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In late imperial Russia, women who engaged in prostitution were perceived as dangerous social elements. Regulation aimed both to control levels of venereal disease and extend central state control over prostitution. Hygiene was central to regulation policy: This also meant that regulation largely targeted lower-class women and raids were generally carried out in taverns and flop-houses in working-class areas.
Brothel-keepers were also required to comply with various restrictions: The brothel was to be hidden; they could not open onto the streets, their windows had to be kept permanently blackened and they could not be located within 30 metres of churches or schools to ensure that the reputation of an area was not tarnished. The Imperial system of regulation was spectacularly unsuccessful: Inadequate hospital facilities and ineffective treatments ensured that the central aim of controlling venereal disease was not achieved.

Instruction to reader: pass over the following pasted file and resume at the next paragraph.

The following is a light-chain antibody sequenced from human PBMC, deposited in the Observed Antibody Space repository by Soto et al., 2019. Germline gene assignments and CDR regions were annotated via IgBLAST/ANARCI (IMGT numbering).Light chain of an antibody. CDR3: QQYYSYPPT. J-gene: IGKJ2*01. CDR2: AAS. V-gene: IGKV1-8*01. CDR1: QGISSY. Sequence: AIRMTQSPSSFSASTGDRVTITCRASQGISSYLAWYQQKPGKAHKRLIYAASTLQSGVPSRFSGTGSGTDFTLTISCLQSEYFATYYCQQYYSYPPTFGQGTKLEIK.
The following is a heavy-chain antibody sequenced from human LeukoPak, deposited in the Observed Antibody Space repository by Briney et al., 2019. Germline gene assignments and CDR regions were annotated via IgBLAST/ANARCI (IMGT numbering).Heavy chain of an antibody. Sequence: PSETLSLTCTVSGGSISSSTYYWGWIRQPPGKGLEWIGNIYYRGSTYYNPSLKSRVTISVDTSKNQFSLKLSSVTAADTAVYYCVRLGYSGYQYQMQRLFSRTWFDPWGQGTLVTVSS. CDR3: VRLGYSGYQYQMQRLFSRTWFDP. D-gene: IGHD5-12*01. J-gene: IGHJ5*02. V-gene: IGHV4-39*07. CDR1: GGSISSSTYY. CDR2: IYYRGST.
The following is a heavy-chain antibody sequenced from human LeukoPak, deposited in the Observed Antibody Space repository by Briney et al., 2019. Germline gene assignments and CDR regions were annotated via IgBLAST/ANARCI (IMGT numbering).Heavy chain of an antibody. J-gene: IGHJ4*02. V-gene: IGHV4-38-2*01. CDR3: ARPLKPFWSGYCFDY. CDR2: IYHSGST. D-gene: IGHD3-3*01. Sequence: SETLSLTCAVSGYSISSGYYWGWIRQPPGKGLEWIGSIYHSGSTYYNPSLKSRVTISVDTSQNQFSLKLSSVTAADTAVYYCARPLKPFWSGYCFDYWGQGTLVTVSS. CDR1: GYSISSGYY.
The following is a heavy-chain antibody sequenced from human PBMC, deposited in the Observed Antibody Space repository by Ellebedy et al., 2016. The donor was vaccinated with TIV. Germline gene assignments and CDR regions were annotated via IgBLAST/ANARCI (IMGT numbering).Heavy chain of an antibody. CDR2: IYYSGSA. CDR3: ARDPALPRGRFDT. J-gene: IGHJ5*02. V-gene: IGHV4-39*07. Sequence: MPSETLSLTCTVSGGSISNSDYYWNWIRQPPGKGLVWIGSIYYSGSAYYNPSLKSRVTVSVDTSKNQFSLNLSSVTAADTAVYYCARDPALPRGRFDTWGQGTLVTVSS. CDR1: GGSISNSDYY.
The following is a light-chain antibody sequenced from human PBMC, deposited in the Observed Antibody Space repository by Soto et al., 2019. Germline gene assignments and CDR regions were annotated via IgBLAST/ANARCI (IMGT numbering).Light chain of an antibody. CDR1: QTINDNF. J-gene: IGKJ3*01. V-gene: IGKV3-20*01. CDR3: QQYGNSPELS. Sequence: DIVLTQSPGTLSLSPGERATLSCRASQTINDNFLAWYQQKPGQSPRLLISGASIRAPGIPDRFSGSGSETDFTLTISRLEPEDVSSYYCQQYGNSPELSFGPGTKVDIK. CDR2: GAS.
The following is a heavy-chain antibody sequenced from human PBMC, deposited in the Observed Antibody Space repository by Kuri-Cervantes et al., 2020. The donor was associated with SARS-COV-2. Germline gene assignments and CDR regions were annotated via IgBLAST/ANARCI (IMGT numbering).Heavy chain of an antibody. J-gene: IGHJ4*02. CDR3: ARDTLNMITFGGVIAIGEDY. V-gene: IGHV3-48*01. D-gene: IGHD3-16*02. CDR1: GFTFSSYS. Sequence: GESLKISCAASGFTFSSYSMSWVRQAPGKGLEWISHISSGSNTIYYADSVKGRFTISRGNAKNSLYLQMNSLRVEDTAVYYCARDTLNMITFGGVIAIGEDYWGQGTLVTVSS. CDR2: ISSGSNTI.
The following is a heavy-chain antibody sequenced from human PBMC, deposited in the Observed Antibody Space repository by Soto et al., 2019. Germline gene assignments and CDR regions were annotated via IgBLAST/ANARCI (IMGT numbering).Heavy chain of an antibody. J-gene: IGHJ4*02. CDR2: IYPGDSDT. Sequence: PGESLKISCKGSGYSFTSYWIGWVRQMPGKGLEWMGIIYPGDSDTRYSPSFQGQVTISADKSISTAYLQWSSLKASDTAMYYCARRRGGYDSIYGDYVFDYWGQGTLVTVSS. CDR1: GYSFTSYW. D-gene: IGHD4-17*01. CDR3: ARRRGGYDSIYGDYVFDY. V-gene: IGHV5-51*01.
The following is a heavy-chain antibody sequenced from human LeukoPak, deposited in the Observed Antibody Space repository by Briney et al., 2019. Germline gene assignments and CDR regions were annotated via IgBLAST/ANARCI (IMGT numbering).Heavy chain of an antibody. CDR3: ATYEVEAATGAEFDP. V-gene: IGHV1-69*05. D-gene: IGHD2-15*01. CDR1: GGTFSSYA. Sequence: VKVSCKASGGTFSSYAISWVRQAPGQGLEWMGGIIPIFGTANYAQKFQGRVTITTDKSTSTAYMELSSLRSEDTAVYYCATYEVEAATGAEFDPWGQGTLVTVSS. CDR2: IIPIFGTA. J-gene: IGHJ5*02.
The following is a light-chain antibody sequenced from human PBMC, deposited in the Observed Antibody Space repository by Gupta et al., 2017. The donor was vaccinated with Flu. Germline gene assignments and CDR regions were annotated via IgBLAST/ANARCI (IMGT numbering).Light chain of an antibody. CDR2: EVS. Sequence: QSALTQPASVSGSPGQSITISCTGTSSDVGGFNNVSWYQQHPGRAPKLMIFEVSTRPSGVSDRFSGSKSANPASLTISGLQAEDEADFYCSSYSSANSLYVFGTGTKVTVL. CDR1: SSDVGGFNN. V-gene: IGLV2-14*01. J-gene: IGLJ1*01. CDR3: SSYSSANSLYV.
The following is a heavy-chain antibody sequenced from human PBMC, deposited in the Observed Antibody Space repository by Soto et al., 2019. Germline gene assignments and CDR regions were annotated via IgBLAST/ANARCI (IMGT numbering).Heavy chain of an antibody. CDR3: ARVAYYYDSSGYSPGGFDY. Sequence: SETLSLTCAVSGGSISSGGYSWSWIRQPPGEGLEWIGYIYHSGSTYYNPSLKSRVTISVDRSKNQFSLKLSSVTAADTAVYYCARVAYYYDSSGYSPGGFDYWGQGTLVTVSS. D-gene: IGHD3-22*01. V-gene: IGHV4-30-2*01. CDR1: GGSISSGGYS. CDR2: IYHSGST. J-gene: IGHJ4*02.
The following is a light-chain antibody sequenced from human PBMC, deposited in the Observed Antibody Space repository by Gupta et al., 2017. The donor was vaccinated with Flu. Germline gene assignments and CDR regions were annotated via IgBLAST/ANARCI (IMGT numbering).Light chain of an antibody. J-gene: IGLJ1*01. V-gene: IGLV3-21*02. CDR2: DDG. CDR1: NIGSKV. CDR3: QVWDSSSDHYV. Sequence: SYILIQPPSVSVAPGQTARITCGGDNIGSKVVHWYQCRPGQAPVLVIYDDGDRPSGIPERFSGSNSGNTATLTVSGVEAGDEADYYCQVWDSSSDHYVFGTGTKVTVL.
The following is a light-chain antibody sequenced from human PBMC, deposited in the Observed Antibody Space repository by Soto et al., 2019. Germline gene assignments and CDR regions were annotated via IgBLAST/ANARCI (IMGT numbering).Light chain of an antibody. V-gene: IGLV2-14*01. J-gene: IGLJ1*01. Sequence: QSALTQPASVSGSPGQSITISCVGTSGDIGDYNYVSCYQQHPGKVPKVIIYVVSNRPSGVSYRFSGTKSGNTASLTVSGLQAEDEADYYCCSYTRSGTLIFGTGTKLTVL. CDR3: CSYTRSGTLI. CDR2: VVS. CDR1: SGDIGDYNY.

Kalinkin Hospital in St Petersburg, probably the best facility for the treatment of venereal disease in imperial Russia, was extremely crowded, with patients often having to share beds. For example records indicate that on January 1st , 8, hospital beds were occupied by 10, patients.
Stites estimates that three quarters of registered prostitutes were infected with venereal disease, and it is likely that levels of infection among those who remained unregistered were even higher.
In addition to medical concerns, imperial regulation can also be perceived as a product of the social stresses and strains resulting from modernization.